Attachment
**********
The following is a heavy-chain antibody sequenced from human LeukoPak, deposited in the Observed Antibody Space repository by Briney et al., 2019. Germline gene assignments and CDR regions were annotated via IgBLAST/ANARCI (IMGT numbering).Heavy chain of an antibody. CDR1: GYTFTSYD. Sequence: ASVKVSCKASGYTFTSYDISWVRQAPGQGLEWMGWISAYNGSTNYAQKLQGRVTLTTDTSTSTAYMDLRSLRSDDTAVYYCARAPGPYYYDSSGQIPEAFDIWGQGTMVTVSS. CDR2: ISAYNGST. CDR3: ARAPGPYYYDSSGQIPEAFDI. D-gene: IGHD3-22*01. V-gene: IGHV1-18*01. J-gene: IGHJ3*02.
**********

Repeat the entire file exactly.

The following is a heavy-chain antibody sequenced from human LeukoPak, deposited in the Observed Antibody Space repository by Briney et al., 2019. Germline gene assignments and CDR regions were annotated via IgBLAST/ANARCI (IMGT numbering).Heavy chain of an antibody. CDR1: GYTFTSYD. Sequence: ASVKVSCKASGYTFTSYDISWVRQAPGQGLEWMGWISAYNGSTNYAQKLQGRVTLTTDTSTSTAYMDLRSLRSDDTAVYYCARAPGPYYYDSSGQIPEAFDIWGQGTMVTVSS. CDR2: ISAYNGST. CDR3: ARAPGPYYYDSSGQIPEAFDI. D-gene: IGHD3-22*01. V-gene: IGHV1-18*01. J-gene: IGHJ3*02.